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Sun Jun 10, 2018, 06:04 PM

Lippmann and Dewey: Debating Democracy in the Age of Metropolis

At the beginning of another presidential election cycle, in which both major parties will spend billions of dollars in an effort to sway the public, it is instructive to revisit the historic clash between Walter Lippmann and John Dewey on the subject of democracy and, specifically, their disagreement as to whether the mass democracy that followed the Industrial Revolution was sustainable.

Walter Lippmann, a journalist and social critic, made a name for himself through a series of works published in the 1910’s and 1920’s, in which he questioned the logic behind democracy and the capacity of the ordinary citizen to fulfill their civic obligations, in the industrial age. Having been disabused of any romantic notions about electoral politics and the machinery of democratic legislation by his teacher, British political scientist Graham Wallas, Lippmann would go on to argue for the idea that men commonly were not rational, and that the modern world was too complex for them to play the role that liberal democracy expected.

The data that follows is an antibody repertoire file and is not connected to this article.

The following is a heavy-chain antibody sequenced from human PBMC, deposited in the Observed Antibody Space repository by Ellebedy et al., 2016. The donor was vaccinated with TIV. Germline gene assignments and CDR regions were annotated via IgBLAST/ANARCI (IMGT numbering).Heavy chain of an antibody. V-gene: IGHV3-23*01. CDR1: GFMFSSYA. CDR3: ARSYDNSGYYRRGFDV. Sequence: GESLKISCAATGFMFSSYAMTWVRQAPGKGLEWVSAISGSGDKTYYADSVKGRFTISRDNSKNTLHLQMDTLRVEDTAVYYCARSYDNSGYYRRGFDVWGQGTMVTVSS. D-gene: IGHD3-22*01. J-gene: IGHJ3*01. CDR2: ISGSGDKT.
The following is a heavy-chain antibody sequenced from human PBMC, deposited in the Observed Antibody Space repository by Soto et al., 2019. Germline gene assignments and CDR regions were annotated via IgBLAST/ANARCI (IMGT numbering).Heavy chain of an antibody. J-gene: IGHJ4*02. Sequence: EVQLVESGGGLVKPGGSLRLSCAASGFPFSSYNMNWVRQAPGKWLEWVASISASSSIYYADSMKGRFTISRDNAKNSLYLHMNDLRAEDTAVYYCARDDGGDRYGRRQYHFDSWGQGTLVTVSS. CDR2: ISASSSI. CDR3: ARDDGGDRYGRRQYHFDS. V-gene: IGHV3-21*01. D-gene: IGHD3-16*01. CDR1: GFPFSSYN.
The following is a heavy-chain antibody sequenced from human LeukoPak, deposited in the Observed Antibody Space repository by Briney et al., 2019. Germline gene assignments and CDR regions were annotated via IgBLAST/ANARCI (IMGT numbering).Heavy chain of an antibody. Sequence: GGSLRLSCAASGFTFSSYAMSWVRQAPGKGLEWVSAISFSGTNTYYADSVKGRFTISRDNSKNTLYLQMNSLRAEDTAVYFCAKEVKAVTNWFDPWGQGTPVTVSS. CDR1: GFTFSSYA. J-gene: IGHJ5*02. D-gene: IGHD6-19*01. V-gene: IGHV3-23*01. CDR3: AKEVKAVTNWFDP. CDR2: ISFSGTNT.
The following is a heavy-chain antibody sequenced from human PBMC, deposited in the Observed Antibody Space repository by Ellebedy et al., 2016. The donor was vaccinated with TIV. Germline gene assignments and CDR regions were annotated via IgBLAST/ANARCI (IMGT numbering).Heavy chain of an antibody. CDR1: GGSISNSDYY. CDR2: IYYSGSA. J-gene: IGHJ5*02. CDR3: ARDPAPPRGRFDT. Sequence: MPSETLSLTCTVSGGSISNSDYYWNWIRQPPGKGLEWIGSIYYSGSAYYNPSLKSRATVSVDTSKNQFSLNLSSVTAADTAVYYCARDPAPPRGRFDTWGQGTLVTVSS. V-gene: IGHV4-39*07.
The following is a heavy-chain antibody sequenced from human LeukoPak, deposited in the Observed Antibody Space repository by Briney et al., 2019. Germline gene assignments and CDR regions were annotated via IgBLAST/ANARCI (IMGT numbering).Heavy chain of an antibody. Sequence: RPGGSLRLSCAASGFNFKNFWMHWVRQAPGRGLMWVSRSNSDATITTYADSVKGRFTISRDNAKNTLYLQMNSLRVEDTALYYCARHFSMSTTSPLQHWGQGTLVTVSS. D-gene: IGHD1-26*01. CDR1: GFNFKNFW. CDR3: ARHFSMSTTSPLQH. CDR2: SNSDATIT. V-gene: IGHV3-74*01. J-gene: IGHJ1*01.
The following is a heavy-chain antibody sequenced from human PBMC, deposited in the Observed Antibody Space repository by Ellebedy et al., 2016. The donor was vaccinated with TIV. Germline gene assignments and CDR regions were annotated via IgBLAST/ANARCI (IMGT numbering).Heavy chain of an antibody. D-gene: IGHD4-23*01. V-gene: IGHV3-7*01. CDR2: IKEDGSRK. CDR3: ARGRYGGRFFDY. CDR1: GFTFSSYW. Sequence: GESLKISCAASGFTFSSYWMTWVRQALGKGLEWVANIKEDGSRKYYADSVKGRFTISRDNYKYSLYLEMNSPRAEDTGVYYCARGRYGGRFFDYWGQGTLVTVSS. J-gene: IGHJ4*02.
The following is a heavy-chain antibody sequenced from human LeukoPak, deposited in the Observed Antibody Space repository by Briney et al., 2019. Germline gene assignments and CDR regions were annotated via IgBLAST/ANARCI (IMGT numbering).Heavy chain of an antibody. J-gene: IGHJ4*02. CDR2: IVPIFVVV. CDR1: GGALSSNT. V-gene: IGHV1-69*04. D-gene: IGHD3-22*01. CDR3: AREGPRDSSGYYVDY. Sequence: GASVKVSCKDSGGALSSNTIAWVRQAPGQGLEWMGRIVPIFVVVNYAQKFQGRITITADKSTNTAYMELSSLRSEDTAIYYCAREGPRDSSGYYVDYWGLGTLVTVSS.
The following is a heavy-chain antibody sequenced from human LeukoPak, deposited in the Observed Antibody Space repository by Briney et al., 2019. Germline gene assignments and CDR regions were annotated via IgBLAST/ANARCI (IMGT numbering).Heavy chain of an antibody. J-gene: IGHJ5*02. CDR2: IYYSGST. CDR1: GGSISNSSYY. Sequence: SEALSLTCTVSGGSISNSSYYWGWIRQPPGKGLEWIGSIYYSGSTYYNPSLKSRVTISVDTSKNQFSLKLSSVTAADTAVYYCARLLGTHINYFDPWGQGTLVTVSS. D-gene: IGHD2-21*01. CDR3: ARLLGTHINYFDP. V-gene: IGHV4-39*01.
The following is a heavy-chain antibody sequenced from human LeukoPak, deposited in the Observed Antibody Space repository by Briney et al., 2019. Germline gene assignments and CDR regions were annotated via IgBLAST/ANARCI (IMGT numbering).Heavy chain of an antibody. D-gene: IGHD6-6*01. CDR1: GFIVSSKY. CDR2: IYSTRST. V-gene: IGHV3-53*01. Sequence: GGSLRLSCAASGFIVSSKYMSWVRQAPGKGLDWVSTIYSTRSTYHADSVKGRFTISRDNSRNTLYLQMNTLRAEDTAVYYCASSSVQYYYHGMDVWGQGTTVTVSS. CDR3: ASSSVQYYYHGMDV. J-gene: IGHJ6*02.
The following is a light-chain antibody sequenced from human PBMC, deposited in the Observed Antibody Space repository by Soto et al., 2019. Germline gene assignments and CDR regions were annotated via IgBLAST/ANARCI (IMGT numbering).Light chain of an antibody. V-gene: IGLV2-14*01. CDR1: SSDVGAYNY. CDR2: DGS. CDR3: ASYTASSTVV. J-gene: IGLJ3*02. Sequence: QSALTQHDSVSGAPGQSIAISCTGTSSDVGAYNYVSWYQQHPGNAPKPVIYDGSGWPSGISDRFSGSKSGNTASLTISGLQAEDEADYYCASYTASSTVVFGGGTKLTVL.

Dewey’s disagreement with Lippmann, consequently, was a matter of the solutions Lipmann proposed, rather than his diagnosis of the problem. Dewey rejected Lippmann’s suggestion that we address the challenges to democracy in the industrial age by empowering technocrats and bypassing the populace. More generally, Dewey believed that Lippmann’s resolution of the problem was largely inadequate. The issue of what to do about democracy, in light of the limitations of the ordinary person, could only be addressed fully, Dewey thought, through education. That meant not just the education of public officials listening to technocrats, but of the citizenry as a whole. As Dewey said in his review of Public Opinion, “Democracy demands a more thoroughgoing education than the education of officials, administrators, and directors of industry.”


Neither Lippmann nor Dewey have aged very much. The concerns they wrote about over a hundred years ago are as relevant now as ever. As to the solutions, some have noted that for all our support of Dewey’s participatory democracy, the reality is actually much closer to Lippmann’s. Undoubtedly, this is partly due to our broken educational system as well as our apparent inability to have public policy mirror our best natural and social sciences. The fundamental problems highlighted by Lippmann have not gone away and Dewey’s worries and recommendations seem as relevant as ever. In fact, one can argue that such concerns have become even more serious and pressing in an age when voters’ political knowledge is as abysmal as ever and corporate media conglomerates are the norm. It would behoove us, then, to take a very close look at the views both men and their diagnoses and solutions to the problems of modern democracy.


There are some sound comments on the link as well.

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